Kyrene Road

The origin of the street name Kyrene is from a man named Darrell Duppa, one of the founders of the city of Phoenix. He was born in Paris, France on October 9, 1832 and arrived in Prescott, Arizona in 1863. In 1870, he built a home at 115 West Sherman in Phoenix.

Darrell Duppa was well educated. He could quote Shakespeare off the top of his head, was fluent in 5 languages, and was well known for his hospitality and his toughness. Since he was very learned and well traveled he took it upon himself to help name Phoenix, and the area of Kyrene, which the street itself was named after.

Duppa liked to give meaning to the names. Phoenix, a bird that rose from the ashes, was symbolic of the growth of Phoenix (Furlong 18). Kyrene was most likely symbolic of seaports in the Mediterranean Sea area in Europe. Cyrene was a city now known as Libya, and there is also a seaport in Turkey named Kyrenia. Exactly why he found this area in Arizona to have resemblance to those in Europe is not exactly known, but it only makes that much more sense because of his interesting personality and character (Furlong 19).

In the early 1880's settlers arrived in the Kyrene area to farm. Families began farming wheat and barley, alfalfa, vegetables, fruit, and all the families had chickens and at least one cow. In the late 1800's, cotton was introduced. There was great profit to be made to produce cotton. In order to “…encourage the growth of cotton in and around Tempe [they] offered a $500 prize to the first farmer to produce a bale of cotton” (Furlong 30).

There were no paved roads, and transportation was limited to walking, riding horses or buggies. This made quite a trek traveling to Tempe or Phoenix. This also made it difficult for children to attend the schools that were in the north. In 1888, Kyrene parents requested the development of an elementary school district. The Board of Supervisors agreed, and on August 6, 1888 the Kyrene School District was formed (Furlong 19).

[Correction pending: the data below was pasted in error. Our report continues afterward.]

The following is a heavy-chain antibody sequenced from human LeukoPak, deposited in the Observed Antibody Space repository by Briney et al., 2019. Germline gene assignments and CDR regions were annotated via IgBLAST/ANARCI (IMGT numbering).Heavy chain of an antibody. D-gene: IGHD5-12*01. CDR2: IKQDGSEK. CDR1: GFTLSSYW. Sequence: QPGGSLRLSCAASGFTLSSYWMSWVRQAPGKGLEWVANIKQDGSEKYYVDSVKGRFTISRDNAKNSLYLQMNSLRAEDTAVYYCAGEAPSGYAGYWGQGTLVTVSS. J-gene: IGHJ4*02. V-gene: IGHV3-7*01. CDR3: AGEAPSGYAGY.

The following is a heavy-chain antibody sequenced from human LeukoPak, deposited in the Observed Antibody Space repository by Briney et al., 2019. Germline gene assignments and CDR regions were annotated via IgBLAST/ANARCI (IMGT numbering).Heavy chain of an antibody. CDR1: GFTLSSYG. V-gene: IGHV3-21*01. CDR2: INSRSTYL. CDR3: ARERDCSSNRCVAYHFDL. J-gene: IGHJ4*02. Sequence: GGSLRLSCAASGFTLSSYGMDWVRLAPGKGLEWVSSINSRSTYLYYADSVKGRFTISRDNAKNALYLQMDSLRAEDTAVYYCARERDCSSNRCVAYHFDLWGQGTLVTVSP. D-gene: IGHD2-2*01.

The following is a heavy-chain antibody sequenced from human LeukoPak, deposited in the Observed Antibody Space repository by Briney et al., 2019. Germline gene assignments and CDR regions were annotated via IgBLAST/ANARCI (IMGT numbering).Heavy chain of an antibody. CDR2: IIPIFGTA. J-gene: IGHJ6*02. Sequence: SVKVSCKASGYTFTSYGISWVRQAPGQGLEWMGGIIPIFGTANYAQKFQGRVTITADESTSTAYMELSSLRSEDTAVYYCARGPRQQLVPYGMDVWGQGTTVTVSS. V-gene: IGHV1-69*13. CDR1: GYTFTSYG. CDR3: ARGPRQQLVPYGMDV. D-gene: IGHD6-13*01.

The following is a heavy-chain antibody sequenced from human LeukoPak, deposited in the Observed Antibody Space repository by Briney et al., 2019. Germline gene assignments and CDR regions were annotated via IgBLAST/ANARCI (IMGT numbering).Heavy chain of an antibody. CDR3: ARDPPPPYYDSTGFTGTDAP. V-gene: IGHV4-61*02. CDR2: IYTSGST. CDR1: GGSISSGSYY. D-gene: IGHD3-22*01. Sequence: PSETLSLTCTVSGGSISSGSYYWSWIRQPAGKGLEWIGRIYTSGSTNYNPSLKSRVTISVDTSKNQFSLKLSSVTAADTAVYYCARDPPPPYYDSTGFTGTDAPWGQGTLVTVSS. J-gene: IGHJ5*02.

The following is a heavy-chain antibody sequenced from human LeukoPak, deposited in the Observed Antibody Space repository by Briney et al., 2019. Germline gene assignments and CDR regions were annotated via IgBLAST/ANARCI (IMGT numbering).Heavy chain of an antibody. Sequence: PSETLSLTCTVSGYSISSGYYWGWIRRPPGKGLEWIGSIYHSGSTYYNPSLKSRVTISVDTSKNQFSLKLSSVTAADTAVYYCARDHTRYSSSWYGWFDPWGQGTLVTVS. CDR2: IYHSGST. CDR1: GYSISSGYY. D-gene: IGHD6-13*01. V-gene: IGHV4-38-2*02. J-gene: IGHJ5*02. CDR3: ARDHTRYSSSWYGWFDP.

When the school district was established there were only a few roads. The government had elected "road viewers" to identify the "need for and dedication of public roadways” (Furlong 29). Three road viewers, two of which were James H. McClintock and J.C. Goodwin, saw the need for a road that would extend from the site of the new Kyrene School. At the same meeting that the Kyrene School District was formed, they recommended the opening of the road and it was accepted. The road, now known as Warner, extended west from McClintock to Kyrene Road, and ended at the site of the second Kyrene School.

Irene Bishop Redden remembers the first school in the Kyrene district. She states, “…it was a tiny, one-room school. And it was one mile east of where the Kyrene School is today” (Matsch). Irene Bishop Redden was born in the Kyrene district, attended school there for six years, taught in the Kyrene School District, and her family was very involved in the development of Kyrene for many years. She recalls the first school being demolished by a storm in 1890, “…the wind blew it down. And then my grandfather gave money, and the Redden boys built a larger building, it was lumber. And that’s were I started school” (Matsch). The school was rebuilt and moved to the northwest corner of Kyrene and Warner Roads.

Many years later, Catherine Rubush who started teaching in the Kyrene School District in 1954, reflected on the days when she taught sixth and eighth grade language arts at the Kyrene School. She remembered when the school was surrounded by cotton fields, a dairy farm, and a chicken ranch. She stated, “There weren’t nearly as many buildings” (Corcoran). She said it was the only school at the time, and there were two hundred children that attended the school, grades first through eighth. She goes on to explain, “Kyrene district changed but the kids stayed the same”. She adds, “You have such a sense of belonging that I think is unique of the Kyrene district” (Corcoran).

By Matt Rich & Tanzy Pullins